In 1968, I started Point of View because I felt there was a need for a voice that didn’t share the worldview reflected by conventional news outlets and their corporate dominated thinking.

Though from time to time a story will get into the paper that’s critical of power, I still feel that need I saw isn’t being filled by The Plain Dealer. I pick on it because it’s the biggest and it’s the media leader. This community needs dissent. It must be nurtured. I think it’s the responsibility of the news media to foster debate. But there needs to be critical reporting on big institutions for that to happen. They’re all accepted as “good.” Why? Who gives them their reputations? They don’t get the spotlight thrown on them. The brand of debate seems to be to bring these leaders together to tell us what we – not they – do wrong.

I want to know a lot more about the people and institutions making decisions in this community. I don’t get it in my morning newspaper… Read RoldoLINK here

Instant Karma
Quik reviews of recent events
Going out this weekend? Take along your PDA and your digital camera. Scratch out a few notes to send us with a photo for our Instant Karma real-world reviews of what’s really happening. We’d love to hear from you. Send your stuff to Events@CoolCleveland.com

Video Psychotherapy @Beachland Ballroom 10/30
Video Psychotherapy was a cure for the insane world. Heads exploding. Blood gushing from human flesh. Vomit spewing and endless screaming. How can people in their right minds find any of that amusing? They can if they are Shut-Ins at the Asylum or, in saneman terms, if they attended the Video Psychotherapy (VPT) DVD Party on October 30 at the Beachland Ballroom. VPT was first introduced to Cleveland as a local cult cable show in the 1990’s. Due to its wild popularity, 2 new sessions were released on DVD and premiered last Saturday. A pompous, dictatorial, arrogant puppet, otherwise known as The Doctor, who wears a turtleneck and sunglasses, conducts each session. (Just by reading that description, even the sane should crack a grin.) After showing a few minutes of visual/audio shock treatment of gush and gore, The Doctor appears and offers you much needed analysis. It guarantees to induce intense laughter and attempts to correct your inept view of society—much like the real dummies do in Washington, D.C. Read the review of Video Psychotherapy by Rosemary Musachio here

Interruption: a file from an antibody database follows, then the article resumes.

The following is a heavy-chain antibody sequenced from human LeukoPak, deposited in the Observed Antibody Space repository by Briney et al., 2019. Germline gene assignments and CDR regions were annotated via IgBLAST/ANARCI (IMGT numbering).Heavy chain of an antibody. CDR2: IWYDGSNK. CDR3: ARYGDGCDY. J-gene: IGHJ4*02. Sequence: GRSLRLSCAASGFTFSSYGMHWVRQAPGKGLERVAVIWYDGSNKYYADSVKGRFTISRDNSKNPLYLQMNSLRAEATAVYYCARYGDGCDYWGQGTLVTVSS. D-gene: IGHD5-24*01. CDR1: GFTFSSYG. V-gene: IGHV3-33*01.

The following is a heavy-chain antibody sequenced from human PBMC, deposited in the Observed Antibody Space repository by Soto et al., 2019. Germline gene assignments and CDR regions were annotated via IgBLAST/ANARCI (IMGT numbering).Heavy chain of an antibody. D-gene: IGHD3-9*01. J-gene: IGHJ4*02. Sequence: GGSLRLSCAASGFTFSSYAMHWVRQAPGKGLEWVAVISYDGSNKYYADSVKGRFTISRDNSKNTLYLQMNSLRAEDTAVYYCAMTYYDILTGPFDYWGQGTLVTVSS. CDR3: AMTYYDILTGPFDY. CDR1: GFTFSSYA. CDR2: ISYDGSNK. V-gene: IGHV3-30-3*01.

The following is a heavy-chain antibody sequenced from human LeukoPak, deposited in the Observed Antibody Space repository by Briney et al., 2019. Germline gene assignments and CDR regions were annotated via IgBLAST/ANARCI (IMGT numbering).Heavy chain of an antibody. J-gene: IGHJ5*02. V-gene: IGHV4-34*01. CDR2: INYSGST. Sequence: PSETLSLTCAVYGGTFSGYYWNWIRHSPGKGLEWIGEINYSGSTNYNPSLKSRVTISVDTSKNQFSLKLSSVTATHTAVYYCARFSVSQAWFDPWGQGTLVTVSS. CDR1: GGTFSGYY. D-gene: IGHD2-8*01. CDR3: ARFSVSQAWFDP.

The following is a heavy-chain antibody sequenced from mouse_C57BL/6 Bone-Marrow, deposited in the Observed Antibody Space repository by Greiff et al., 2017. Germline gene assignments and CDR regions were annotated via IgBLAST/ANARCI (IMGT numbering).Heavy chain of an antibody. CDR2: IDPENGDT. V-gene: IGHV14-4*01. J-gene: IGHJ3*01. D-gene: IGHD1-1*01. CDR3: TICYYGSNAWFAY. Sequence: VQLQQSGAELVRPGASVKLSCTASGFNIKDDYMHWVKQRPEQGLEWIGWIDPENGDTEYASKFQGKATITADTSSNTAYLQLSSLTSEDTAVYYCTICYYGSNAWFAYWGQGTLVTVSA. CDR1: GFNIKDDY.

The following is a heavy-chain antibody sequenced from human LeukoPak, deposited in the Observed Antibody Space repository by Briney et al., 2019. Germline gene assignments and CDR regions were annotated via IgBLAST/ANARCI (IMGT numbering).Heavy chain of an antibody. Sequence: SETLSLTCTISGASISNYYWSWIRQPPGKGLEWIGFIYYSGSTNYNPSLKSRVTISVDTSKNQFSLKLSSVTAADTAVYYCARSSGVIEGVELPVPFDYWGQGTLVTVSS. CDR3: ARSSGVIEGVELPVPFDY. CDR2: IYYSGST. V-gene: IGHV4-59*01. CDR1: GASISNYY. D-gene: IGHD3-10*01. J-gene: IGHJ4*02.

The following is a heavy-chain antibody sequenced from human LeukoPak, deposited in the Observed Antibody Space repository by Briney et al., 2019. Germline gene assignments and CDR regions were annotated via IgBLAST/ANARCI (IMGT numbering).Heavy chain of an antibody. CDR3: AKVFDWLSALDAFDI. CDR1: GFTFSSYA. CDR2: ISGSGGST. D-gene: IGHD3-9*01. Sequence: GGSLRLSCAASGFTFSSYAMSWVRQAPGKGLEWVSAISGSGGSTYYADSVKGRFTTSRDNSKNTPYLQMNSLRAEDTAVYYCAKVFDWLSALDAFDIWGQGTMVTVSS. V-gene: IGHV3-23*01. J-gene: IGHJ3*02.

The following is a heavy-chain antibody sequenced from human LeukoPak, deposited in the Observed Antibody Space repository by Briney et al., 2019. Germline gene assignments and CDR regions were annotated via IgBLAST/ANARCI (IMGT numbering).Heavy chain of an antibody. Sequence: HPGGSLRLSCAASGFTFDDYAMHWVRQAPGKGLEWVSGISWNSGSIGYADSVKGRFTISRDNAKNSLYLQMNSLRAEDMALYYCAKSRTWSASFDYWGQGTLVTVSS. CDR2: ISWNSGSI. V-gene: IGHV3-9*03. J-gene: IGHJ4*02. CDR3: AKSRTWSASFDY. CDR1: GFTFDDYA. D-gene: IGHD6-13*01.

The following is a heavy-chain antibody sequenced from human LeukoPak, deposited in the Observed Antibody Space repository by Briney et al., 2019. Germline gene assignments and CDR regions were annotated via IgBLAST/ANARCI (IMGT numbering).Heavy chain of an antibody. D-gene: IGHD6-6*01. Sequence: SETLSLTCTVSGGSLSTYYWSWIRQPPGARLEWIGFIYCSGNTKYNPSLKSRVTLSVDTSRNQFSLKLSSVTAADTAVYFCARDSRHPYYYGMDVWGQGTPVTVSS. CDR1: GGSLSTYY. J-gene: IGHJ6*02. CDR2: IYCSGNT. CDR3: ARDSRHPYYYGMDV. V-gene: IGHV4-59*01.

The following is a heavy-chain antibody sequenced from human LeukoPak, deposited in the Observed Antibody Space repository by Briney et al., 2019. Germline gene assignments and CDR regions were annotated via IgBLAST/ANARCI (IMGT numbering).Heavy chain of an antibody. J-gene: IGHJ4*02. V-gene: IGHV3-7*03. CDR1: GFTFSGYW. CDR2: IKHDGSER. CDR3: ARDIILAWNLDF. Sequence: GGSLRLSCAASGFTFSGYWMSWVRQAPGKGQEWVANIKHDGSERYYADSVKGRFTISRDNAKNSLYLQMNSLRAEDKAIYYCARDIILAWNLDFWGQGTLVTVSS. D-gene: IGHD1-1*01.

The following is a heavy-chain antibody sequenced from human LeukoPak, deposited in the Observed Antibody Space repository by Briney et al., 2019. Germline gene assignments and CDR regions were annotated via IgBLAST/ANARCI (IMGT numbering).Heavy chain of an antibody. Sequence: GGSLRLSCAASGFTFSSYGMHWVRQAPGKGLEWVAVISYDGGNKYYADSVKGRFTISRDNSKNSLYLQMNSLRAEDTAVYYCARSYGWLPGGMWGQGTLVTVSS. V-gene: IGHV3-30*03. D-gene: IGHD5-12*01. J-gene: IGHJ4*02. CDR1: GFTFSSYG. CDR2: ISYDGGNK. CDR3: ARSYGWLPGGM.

Words and Weirds @ convergence-continuum 10/29
What: Two off-beat one acts by Cleveland’s most knockabout theatre ensemble. In Mac Wellman’s Whirligig, a punkster chick encounters a space alien in a bus terminal. Joyce Carol Oates’ Tone Clusters is a drama with black comic overtones, showing media interviews with the zonked-out suburban parents of a kid accused of murder.
Reasons to go: The Tremont company really knows how to do Mac Wellman proud — each production has been better than the last, as the company aces the brazen theatricality that lets Wellman’s language-barrage actually make sense. Everyone’s a hoot, especially Amy Bistok’s bratty green-haired heiress and Brian Breth in silver makeup as the deadpan Xuthus, who interprets her teen angst as a sign of human happiness. Lucy Bredeson-Smith’s bravura tics and twitches make Tone Clusters worth watching — blinking wildly like a Thanksgiving turkey at the chopping block.
Caveats: Tone Clusters is overlong by half; we’re way ahead of the story’s few revelations. But the madcap Whirligig is well worth waiting for.
Backstory: Director Clyde Simon is a great Mac Wellman devotee, having worked at Wellman’s NYC base, The Flea Theatre, before founding convergence-continuum. This is his 4th production of Wellman’s experimental work in a few years.
Target audience: Those who love language, theatricality, and clever use of multimedia.
Details: thru 11/20 at convergence-continuum, The Liminis. http://www.convergence-continuum.orgfrom Cool Cleveland contributor Linda Eisenstein Linda@CoolCleveland.com

Triple Espresso @ Playhouse Square
If you want to laugh ’til it hurts, be sure to see Triple Espresso at the Hanna Theatre in Playhouse Square. This storyline percolates with a comedic trio, reunited after 25 years together in show business. With plenty of audience participation that will keep you on your toes, travel back in time as they relive the laughs, bumps and bruises that brewed along the way. Set in a coffeehouse in the year 2000, Triple Espresso, performed by Danny Jacobs, Brian Kelly and Keith Reay, uses humorously reengineered musicals refrains, slapstick comedy and yes – even shadow puppets – to make you laugh until you cry. Kleenex optional. Call the Hanna Theater for more info about this highly caffeinated comedy.
from Cool Cleveland correspondent TL Champion TL@CoolCleveland.com

Seeing Red: The Experience @ Masonic Auditorium 10/23